Pan de Miga, de Molde y Lactal

Discussion in 'Specialized Terminology' started by pygmalioninst, Sep 2, 2009.

  1. pygmalioninst Junior Member

    Spanish-English
    Hola todos, espero que alguién me pueda ayudar:
    Tengo que encontrar el equivalente en inglés a :
    Pan de Miga (el que se usa para sandwiches, viene cortado)
    Pan de Molde (igual pero entero)
    Pan Lactal (viene en bolsas en rebanadas cuadradas de miga con una costra en sus bordes y se usa en sandwiches)

    He buscado en todos lados y no me queda claro:

    sliced bread, bread baked in a form, white bread, tin loaf...

    Please, help me!!!!

    Thanks a lot
     
  2. Ritoha Senior Member

    Murcia,España
    English-England
    Hola,
    Pan de miga = Cut loaf
    Pan de molde = Uncut loaf
    Pan lactal = Sliced sandwich
     
  3. pygmalioninst Junior Member

    Spanish-English
    thanks a lot Ritoha!
     
  4. riancharles Senior Member

    USA
    USA, English
    pues, tengo una pregunta...¿ por qué siempre le dicen "pan de miga" si es que todo pan tiene migas??? nunca entendí ese concepto... supongo que hay que aceptar que así se dice...

    pues, se me olvidó preguntar si "pan de miga" siempre se refiere a pan en rebanadas..o sea, pan ya cortado...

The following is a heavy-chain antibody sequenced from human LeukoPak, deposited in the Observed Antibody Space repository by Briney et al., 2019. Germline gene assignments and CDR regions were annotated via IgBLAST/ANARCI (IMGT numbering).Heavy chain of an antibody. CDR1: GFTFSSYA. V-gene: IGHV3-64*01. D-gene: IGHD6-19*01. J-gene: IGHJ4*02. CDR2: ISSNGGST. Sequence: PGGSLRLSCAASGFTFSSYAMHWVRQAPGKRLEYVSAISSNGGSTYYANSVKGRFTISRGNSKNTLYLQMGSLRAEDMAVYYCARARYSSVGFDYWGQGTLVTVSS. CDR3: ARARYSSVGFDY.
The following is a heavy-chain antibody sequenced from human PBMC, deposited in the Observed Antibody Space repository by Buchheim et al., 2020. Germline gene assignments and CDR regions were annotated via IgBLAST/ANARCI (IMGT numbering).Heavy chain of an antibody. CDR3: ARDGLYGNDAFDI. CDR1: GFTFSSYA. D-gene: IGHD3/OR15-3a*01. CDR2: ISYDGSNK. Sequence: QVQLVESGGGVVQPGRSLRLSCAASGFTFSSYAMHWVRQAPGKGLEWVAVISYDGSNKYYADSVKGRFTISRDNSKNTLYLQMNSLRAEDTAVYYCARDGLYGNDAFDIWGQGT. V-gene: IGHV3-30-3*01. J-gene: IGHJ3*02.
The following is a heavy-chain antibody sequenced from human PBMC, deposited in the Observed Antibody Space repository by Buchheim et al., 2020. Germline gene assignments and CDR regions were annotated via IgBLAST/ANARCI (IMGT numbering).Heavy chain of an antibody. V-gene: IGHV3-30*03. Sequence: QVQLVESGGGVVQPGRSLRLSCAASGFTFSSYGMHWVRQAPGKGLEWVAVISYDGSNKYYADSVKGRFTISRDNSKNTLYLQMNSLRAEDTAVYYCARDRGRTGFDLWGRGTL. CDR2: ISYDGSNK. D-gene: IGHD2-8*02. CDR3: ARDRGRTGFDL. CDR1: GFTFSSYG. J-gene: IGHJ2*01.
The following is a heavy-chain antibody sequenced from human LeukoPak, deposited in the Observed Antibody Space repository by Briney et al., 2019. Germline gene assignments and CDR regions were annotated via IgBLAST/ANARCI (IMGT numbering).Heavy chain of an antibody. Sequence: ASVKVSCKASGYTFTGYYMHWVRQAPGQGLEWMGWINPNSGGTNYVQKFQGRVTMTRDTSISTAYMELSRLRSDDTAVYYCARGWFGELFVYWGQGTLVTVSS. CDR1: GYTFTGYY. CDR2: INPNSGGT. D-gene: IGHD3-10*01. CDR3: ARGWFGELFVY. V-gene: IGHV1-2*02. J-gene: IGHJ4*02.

depende del país??
     
  5. k-in-sc

    k-in-sc Senior Member

    I understand "pan de miga" to mean sliced white sandwich bread. In the RP, anyway.
     
  6. riancharles Senior Member

    USA
    USA, English
    what is the RP, república del perú???
     
  7. k-in-sc

    k-in-sc Senior Member

    Rio de la Plata
     
  8. pygmalioninst Junior Member

    Spanish-English
    Pan de miga es el que se usa en Argentina para hacer sandwiches de miga.
    Son planchas grandes de miga unicamente (sin corteza) que se rellenan con jamón, queso, huevo, tomate, etc.
    Son muy ricos!!!
    Gracias a todos
     
  9. Julie_UM

    Julie_UM Senior Member

    Buenos Aires
    Argentina, Spanish
    What's the English word for this kind of sandwich?
    [​IMG] [​IMG]


    They are "sanguches de miga" in Argentina.

    Thanks in advance!
    Julia :)
     
  10. k-in-sc

    k-in-sc Senior Member

    Those aren't common here. You just have to explain what they are: sandwiches on white bread with the crust cut off.
     
  11. zumac Senior Member

    Mexico City
    USA: English & Spanish
    You're right, k-in-sc. Sanwiches de miga are not part of the food culture in the US. If you're lucky, you can find an Argentinian store or market nearby that makes them. Years ago, I found them at Carnicería Argentina in the San Fernando Valley in Los Angeles.

    What makes them special for me is the high quality of the bread itself, the Pan de MIga. Extremely better than the plain old white bread that you buy in the supermarket. The size of each bread slice is at least twice that of regular bread.